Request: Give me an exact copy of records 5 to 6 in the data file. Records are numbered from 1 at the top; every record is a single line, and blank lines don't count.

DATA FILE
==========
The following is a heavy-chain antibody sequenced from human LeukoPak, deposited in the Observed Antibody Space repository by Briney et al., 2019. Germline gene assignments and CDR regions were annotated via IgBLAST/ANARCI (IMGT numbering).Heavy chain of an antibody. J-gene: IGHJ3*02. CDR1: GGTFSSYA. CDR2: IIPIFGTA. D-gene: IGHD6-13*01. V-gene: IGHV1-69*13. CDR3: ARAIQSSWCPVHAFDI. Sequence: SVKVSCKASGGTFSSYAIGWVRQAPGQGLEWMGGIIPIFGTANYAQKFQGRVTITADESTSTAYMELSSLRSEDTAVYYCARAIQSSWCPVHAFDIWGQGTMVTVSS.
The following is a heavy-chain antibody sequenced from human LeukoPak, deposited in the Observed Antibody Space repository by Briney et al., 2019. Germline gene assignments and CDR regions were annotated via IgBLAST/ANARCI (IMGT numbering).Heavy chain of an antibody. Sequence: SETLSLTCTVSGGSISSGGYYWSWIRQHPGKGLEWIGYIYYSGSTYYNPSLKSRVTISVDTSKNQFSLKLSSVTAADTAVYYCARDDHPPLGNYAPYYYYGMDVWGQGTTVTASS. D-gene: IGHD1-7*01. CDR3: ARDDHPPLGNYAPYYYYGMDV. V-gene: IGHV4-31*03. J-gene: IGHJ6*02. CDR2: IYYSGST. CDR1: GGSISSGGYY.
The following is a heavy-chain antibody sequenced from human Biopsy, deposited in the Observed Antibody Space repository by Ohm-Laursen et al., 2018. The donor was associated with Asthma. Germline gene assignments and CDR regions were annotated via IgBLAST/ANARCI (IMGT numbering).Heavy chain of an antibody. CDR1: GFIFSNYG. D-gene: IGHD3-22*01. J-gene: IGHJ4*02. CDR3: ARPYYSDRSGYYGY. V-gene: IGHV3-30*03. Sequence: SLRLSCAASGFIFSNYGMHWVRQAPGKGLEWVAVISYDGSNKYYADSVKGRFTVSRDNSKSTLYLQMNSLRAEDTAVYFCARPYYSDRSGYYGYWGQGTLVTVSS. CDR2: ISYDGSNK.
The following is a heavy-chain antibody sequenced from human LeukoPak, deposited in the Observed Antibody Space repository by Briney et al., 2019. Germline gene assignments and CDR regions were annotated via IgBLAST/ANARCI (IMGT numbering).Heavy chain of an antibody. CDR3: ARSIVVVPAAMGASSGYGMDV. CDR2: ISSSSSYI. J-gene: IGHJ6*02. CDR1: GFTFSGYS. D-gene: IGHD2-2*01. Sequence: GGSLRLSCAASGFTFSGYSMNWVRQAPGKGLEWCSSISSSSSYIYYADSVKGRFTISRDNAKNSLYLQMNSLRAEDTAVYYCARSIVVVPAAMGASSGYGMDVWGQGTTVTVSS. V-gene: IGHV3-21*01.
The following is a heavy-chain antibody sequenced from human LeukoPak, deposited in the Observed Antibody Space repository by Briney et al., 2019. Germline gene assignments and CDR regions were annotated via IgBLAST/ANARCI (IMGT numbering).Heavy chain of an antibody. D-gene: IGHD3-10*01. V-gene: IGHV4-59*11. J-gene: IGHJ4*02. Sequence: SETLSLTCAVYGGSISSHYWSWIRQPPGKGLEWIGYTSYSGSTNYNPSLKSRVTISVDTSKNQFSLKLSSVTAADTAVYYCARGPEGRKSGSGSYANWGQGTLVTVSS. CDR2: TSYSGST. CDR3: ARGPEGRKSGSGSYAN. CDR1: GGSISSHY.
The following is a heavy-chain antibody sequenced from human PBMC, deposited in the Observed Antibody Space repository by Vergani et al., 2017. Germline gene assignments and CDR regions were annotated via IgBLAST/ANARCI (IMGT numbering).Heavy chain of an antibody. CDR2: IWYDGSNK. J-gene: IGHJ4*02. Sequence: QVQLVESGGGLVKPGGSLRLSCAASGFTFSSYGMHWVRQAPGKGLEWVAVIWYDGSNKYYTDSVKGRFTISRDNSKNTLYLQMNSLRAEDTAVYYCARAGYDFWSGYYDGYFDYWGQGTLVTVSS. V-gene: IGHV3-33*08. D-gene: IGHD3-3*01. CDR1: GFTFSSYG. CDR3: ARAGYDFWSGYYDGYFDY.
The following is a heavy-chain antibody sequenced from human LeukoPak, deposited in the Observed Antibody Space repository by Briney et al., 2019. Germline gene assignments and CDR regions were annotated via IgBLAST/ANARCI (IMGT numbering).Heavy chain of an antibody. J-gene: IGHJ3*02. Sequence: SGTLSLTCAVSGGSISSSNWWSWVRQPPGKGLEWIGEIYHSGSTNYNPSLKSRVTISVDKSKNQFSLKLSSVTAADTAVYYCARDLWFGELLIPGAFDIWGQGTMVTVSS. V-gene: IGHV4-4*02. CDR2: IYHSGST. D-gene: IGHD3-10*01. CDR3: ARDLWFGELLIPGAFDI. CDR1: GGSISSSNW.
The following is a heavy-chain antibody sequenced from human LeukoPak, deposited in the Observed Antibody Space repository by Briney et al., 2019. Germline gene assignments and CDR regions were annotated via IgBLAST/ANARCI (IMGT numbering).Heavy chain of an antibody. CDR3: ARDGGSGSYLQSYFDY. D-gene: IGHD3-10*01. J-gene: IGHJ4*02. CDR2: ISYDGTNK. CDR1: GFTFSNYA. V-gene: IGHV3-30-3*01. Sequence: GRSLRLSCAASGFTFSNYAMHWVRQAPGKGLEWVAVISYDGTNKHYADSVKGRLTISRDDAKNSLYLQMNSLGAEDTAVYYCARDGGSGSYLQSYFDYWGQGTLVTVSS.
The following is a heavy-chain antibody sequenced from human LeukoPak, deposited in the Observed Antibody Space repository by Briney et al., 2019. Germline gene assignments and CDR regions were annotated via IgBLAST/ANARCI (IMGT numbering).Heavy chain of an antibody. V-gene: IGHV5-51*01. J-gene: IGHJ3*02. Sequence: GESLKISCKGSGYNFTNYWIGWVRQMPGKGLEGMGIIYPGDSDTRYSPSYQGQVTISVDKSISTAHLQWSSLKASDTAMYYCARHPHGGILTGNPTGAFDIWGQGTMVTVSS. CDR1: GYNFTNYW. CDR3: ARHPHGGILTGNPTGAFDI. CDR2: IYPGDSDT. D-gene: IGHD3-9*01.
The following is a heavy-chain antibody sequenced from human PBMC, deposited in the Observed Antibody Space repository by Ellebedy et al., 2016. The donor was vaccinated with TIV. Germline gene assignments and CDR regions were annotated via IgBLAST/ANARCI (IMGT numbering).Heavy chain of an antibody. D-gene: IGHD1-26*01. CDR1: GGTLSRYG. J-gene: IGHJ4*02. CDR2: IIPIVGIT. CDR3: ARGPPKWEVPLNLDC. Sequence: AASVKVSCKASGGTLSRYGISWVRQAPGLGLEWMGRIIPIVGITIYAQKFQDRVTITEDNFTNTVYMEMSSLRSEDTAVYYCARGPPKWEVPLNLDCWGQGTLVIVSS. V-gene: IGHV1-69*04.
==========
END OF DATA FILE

The following is a heavy-chain antibody sequenced from human LeukoPak, deposited in the Observed Antibody Space repository by Briney et al., 2019. Germline gene assignments and CDR regions were annotated via IgBLAST/ANARCI (IMGT numbering).Heavy chain of an antibody. D-gene: IGHD3-10*01. V-gene: IGHV4-59*11. J-gene: IGHJ4*02. Sequence: SETLSLTCAVYGGSISSHYWSWIRQPPGKGLEWIGYTSYSGSTNYNPSLKSRVTISVDTSKNQFSLKLSSVTAADTAVYYCARGPEGRKSGSGSYANWGQGTLVTVSS. CDR2: TSYSGST. CDR3: ARGPEGRKSGSGSYAN. CDR1: GGSISSHY.
The following is a heavy-chain antibody sequenced from human PBMC, deposited in the Observed Antibody Space repository by Vergani et al., 2017. Germline gene assignments and CDR regions were annotated via IgBLAST/ANARCI (IMGT numbering).Heavy chain of an antibody. CDR2: IWYDGSNK. J-gene: IGHJ4*02. Sequence: QVQLVESGGGLVKPGGSLRLSCAASGFTFSSYGMHWVRQAPGKGLEWVAVIWYDGSNKYYTDSVKGRFTISRDNSKNTLYLQMNSLRAEDTAVYYCARAGYDFWSGYYDGYFDYWGQGTLVTVSS. V-gene: IGHV3-33*08. D-gene: IGHD3-3*01. CDR1: GFTFSSYG. CDR3: ARAGYDFWSGYYDGYFDY.